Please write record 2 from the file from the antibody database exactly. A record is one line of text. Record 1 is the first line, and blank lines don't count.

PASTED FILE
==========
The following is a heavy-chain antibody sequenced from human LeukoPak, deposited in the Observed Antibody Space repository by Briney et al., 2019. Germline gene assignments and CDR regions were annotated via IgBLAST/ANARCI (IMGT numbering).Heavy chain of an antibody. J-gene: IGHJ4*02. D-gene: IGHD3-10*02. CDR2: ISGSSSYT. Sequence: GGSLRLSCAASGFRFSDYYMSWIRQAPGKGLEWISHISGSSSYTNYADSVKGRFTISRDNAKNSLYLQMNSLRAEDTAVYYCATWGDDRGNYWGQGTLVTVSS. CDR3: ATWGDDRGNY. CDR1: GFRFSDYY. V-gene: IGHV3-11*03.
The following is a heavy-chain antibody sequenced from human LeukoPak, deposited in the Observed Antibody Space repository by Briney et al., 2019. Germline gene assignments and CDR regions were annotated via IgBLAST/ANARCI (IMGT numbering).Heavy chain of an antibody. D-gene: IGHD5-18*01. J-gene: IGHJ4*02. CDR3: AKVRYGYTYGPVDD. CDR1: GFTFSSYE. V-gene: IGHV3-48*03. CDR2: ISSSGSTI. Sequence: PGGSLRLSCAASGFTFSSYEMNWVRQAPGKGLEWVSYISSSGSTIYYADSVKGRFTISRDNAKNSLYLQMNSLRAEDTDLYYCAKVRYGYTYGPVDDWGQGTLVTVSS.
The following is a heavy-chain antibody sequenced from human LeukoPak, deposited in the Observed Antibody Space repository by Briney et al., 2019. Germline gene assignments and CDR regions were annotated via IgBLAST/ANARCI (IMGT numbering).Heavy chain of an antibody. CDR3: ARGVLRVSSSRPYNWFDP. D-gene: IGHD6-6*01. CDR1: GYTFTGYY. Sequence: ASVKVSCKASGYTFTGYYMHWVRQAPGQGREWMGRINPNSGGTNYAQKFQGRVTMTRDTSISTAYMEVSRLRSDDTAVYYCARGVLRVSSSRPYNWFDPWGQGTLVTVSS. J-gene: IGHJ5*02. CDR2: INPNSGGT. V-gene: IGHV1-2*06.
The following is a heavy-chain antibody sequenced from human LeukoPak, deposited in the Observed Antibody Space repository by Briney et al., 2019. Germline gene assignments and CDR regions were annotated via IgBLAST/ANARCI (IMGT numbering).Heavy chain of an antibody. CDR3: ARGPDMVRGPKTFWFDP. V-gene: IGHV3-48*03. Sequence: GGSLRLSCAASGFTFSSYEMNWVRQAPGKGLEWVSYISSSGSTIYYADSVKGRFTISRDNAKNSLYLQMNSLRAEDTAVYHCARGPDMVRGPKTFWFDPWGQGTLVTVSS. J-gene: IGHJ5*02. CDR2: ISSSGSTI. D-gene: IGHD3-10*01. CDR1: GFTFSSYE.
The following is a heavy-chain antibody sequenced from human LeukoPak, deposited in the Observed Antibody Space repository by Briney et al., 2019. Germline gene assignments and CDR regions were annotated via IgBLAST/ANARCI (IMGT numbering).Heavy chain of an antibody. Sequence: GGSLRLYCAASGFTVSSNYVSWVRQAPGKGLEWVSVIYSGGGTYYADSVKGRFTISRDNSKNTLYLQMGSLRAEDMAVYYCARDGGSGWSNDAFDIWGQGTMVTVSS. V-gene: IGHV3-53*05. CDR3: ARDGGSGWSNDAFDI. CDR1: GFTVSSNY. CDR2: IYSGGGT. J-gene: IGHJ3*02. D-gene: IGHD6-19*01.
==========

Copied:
The following is a heavy-chain antibody sequenced from human LeukoPak, deposited in the Observed Antibody Space repository by Briney et al., 2019. Germline gene assignments and CDR regions were annotated via IgBLAST/ANARCI (IMGT numbering).Heavy chain of an antibody. D-gene: IGHD5-18*01. J-gene: IGHJ4*02. CDR3: AKVRYGYTYGPVDD. CDR1: GFTFSSYE. V-gene: IGHV3-48*03. CDR2: ISSSGSTI. Sequence: PGGSLRLSCAASGFTFSSYEMNWVRQAPGKGLEWVSYISSSGSTIYYADSVKGRFTISRDNAKNSLYLQMNSLRAEDTDLYYCAKVRYGYTYGPVDDWGQGTLVTVSS.